The two-year-old bull, whose pedigree name is Castleton Satellite, is part of the renowned Castleton herd from Powys in Wales and can trace his ancestry back five generations.
Cattle were introduced into High Park, our ancient oak woodland within our 2,000-acre Oxfordshire Parkland, three years ago to trample undergrowth and clear spaces for acorns from our ancient oaks to germinate and grow.
The herd has had such a positive impact, our estate is now looking to expand our range and hope our new bull will have the desired effect.
“The time has come to introduce new blood into the herd as we look to strengthen its genetic diversity,” said Blenheim Estate Farm Manager Charles Gerring.
“Our original bull has been moved on as we plan to introduce several of his daughters into the main herd this year and Castleton is the perfect replacement.
“He is a fantastic example of the breed. He has great shape, conformation and markings and will allow us to continue the herd’s vital role of maintaining the rich biodiversity of the estate’s historic woodlands,” he added.
Our ancient oak woodland, High Park is home to the greatest number of ancient oak trees anywhere in Europe. Around 90% of the woodland is made up of oak trees and it is thought that at least 60 of them date back to the Middle Ages.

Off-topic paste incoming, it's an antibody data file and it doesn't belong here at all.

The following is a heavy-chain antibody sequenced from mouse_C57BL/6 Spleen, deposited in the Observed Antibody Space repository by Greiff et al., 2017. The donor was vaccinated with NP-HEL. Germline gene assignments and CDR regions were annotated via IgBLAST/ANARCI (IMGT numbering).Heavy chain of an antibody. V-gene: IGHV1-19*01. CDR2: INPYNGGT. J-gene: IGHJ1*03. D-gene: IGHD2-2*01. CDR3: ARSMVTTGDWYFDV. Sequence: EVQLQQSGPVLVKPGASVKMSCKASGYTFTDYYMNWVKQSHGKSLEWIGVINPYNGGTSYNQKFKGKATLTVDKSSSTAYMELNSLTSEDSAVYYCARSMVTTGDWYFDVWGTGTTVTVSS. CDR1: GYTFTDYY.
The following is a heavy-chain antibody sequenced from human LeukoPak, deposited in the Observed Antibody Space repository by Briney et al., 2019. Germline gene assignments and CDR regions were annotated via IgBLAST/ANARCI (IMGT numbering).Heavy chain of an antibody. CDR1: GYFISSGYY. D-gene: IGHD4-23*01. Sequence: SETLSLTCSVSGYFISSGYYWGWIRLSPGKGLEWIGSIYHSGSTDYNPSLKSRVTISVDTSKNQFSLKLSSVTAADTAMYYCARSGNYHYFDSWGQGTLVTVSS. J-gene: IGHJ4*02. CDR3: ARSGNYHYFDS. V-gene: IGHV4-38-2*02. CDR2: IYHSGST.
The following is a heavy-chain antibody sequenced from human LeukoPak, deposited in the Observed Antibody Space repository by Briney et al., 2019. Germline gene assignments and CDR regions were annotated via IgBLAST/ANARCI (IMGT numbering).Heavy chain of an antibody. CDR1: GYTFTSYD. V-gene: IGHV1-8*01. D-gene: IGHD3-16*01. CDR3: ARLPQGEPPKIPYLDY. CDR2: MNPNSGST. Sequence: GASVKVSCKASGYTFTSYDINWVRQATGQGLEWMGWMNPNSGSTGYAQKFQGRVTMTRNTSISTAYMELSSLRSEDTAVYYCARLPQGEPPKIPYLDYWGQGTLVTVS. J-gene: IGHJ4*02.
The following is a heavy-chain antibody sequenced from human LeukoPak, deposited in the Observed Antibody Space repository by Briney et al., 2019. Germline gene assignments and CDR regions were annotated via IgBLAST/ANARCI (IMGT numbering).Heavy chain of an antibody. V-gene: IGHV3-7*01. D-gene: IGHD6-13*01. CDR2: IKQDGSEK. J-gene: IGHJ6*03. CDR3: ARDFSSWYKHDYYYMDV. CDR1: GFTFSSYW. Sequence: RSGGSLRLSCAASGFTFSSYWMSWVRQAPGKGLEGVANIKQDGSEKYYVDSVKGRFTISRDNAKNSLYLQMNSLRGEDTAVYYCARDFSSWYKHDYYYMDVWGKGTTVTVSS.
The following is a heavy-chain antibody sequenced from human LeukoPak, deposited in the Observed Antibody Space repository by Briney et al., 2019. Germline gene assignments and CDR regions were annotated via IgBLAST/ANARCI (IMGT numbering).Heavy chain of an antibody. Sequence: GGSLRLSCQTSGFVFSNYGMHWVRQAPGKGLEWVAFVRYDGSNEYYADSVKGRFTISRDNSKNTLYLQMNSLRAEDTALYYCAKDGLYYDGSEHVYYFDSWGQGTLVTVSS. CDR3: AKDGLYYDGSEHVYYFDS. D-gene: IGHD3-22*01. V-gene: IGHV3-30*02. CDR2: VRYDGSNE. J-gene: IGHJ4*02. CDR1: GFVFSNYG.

The modern British White Cattle breed can claim direct links with the ancient indigenous wild white cattle of Great Britain.
Early in the 20th century, the total number of herds had dropped to just seven with less than 150 individual cattle remaining. However today, thanks to a resurgence in interest in rare and heritage breeds, their numbers have increased more than ten-fold.
The reintroduction of the cattle is part of the our Estate’s Land Strategy plan that looks at innovative ways to protect, utilise and open up access to our 12,000-acre estate over the coming decades.